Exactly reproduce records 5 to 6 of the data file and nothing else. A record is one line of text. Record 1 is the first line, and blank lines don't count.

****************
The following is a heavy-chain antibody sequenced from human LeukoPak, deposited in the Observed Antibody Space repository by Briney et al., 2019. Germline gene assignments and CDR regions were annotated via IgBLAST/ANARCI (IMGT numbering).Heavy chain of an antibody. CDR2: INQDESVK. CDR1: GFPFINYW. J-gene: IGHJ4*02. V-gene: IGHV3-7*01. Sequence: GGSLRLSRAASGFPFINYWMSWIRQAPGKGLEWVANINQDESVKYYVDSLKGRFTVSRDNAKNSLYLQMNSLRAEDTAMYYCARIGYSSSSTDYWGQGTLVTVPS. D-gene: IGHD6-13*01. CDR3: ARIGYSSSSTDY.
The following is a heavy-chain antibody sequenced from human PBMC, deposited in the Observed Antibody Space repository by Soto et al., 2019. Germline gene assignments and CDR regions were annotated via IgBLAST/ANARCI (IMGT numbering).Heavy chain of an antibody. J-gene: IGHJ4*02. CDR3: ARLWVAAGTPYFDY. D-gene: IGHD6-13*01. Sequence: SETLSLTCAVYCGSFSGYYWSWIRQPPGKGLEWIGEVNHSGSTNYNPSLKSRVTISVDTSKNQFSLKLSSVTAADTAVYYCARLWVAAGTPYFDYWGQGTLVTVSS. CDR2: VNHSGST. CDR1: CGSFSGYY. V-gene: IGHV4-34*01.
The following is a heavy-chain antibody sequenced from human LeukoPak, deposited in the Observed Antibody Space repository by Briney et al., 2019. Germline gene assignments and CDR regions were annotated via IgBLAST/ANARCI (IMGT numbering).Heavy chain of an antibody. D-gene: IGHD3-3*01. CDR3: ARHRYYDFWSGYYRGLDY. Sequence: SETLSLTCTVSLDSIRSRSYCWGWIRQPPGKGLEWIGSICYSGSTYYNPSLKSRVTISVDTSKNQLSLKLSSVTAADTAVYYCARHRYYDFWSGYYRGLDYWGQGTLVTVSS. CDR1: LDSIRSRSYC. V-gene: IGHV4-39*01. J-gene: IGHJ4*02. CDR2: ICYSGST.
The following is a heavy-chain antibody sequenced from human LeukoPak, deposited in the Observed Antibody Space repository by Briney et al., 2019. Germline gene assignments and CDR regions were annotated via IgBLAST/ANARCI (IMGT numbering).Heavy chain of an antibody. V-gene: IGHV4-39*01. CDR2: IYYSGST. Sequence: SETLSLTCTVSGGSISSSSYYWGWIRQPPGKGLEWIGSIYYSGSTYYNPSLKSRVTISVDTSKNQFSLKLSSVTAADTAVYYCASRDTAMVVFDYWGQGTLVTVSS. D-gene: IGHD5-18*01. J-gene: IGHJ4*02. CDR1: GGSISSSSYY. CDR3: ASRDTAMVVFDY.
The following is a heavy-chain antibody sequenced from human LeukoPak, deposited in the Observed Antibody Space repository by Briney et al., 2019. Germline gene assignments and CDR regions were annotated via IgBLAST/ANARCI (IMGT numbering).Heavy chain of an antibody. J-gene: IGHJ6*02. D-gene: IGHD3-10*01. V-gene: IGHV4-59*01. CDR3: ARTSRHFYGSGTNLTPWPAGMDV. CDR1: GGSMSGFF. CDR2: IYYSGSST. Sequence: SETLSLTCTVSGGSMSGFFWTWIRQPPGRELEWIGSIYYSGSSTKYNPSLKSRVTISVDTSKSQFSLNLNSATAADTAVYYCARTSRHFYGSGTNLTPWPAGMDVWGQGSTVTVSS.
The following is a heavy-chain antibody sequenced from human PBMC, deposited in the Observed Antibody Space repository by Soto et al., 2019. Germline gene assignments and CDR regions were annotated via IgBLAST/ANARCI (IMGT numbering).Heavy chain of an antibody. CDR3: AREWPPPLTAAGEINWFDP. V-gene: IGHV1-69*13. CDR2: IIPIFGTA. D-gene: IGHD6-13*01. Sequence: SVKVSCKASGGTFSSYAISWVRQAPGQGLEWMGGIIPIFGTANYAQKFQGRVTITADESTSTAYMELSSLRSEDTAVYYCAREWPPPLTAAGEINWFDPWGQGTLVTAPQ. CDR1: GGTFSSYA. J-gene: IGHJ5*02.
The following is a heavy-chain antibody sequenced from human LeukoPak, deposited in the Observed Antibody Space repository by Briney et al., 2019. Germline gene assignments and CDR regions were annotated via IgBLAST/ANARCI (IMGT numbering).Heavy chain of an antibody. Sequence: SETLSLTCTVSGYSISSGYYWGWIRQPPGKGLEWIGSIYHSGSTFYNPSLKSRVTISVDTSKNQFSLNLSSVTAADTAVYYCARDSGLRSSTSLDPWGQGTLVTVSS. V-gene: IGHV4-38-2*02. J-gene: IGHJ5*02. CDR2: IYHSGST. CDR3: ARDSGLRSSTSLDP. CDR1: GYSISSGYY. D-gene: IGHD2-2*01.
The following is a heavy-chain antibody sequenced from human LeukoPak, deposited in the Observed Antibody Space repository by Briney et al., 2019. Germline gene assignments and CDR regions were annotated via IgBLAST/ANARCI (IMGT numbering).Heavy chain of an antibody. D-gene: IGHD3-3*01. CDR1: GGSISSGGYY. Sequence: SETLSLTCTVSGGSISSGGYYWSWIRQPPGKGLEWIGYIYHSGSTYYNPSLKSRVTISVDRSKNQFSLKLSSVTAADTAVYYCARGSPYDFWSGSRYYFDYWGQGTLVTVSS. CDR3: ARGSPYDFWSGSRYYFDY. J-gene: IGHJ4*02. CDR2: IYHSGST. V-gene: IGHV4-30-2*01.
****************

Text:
The following is a heavy-chain antibody sequenced from human LeukoPak, deposited in the Observed Antibody Space repository by Briney et al., 2019. Germline gene assignments and CDR regions were annotated via IgBLAST/ANARCI (IMGT numbering).Heavy chain of an antibody. J-gene: IGHJ6*02. D-gene: IGHD3-10*01. V-gene: IGHV4-59*01. CDR3: ARTSRHFYGSGTNLTPWPAGMDV. CDR1: GGSMSGFF. CDR2: IYYSGSST. Sequence: SETLSLTCTVSGGSMSGFFWTWIRQPPGRELEWIGSIYYSGSSTKYNPSLKSRVTISVDTSKSQFSLNLNSATAADTAVYYCARTSRHFYGSGTNLTPWPAGMDVWGQGSTVTVSS.
The following is a heavy-chain antibody sequenced from human PBMC, deposited in the Observed Antibody Space repository by Soto et al., 2019. Germline gene assignments and CDR regions were annotated via IgBLAST/ANARCI (IMGT numbering).Heavy chain of an antibody. CDR3: AREWPPPLTAAGEINWFDP. V-gene: IGHV1-69*13. CDR2: IIPIFGTA. D-gene: IGHD6-13*01. Sequence: SVKVSCKASGGTFSSYAISWVRQAPGQGLEWMGGIIPIFGTANYAQKFQGRVTITADESTSTAYMELSSLRSEDTAVYYCAREWPPPLTAAGEINWFDPWGQGTLVTAPQ. CDR1: GGTFSSYA. J-gene: IGHJ5*02.